Now We’re Supposed to Have Two Christmas Trees?

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Photomontage by Alexander Ho for TIME; Getty Images

A multiple Christmas tree trend is being pushed by (you guessed it) the folks in the business of selling Christmas trees.

What, you only buy one Christmas tree? How un-festive. That’s barely celebrating the holiday at all. Haven’t you heard that everybody gets two (or more) trees nowadays?

That’s the holiday message being spread by the American Christmas Tree Association (and reported on by the Orlando Sentinel). The tree association’s website notes:

Gone are the days when consumers were content with celebrating the holidays with just one Christmas tree as their festive focal point. Increasingly, consumers are choosing to purchase multiple Christmas trees, both real and artificial, to decorate more than one room in their home as well as their outdoor spaces.

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For obvious reasons, retailers selling trees are also happy to spread the idea that more than one evergreen is a must for the holidays. Lowe’s’ list of “8 Reasons to Decorate More Than One Christmas Tree” includes the suggestion that, if you have too many ornaments, instead of getting rid of some, the most sensible thing to do is just buy another tree:

After decorating your tree, you may be stuck with orphaned ornaments that don’t fit your tree’s design. A smaller Christmas tree may be the best way to put this mixed collection of ornaments and decorations to work.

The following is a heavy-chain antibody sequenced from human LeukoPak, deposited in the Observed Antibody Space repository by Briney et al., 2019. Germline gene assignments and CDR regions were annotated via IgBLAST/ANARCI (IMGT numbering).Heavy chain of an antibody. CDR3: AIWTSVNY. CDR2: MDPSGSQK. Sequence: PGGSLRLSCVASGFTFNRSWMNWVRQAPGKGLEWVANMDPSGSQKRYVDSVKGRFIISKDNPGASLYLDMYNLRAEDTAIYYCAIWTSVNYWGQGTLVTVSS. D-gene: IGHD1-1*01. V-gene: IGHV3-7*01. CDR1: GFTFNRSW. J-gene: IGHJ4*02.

USA Today, meanwhile, reports that major retailers are trying to attract the business of consumers who want real Christmas trees, but who’d rather skip the messy, time-consuming process of going out to pick one (or more) in person. Sears, Costco, and Target are among the stores that now sell freshly cut live trees online.

Sears, for instance, is accepting online orders for live trees through December 15. The trees come from the Blue Ridge Mountains of North Carolina, and a seven-foot fraser fir will run $120 to $150, and free shipping’s included for the time being.

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I’m not going off on a limb here (no pun intended) to assume that Sears would be OK if you ordered more than one.

Brad Tuttle is a reporter at TIME. Find him on Twitter at @bradrtuttle. You can also continue the discussion on TIME’s Facebook page and on Twitter at @TIME.